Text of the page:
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Adductor longus

The adductor longus muscle is a hip abductor muscle located in the inner thigh. This muscle controls the thigh bone's ability to move inward and from side to side.

The muscle originates in the superior aspect of the pubis, below the pubic tubercle. It inserts at the middle third of the linea aspera of the femur along the medial lip. It adducts and flexes the thigh at the hip. It also contributes to lateral and medial rotation of the thigh. All adductor muscles in the thighs pull the legs toward the middle when walking, in order to maintain balance. The adductor longus, adductor magnus, and adductor brevis are the three most powerful muscles of the thigh. All three are ribbon-like muscles, attaching along the femur bone.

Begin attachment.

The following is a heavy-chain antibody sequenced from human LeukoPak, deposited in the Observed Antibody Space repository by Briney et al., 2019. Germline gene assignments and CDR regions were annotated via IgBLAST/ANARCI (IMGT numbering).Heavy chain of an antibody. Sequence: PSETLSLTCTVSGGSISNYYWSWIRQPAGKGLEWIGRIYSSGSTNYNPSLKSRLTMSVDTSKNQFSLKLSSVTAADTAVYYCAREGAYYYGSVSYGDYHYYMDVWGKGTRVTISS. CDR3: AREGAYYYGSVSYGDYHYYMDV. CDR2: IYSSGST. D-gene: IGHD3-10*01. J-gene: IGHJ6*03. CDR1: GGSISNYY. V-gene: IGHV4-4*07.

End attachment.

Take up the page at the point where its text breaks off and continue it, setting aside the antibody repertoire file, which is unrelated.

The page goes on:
The adductor longus is long and triangular in shape. The muscle can become torn or over-stretched, which is commonly known as a groin pull. A strain in the adductor longus muscle can cause difficulty walking, pain with full leg extension, and pain while seated.

The adductor longus is one of the major muscles that receives nerves from the lumbar plexus, along with the adductor brevis, adductor magnus, gracilis, and obturator externus muscles.

Written and medically reviewed by the Healthline Editorial Team
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In Depth: Adductor longus

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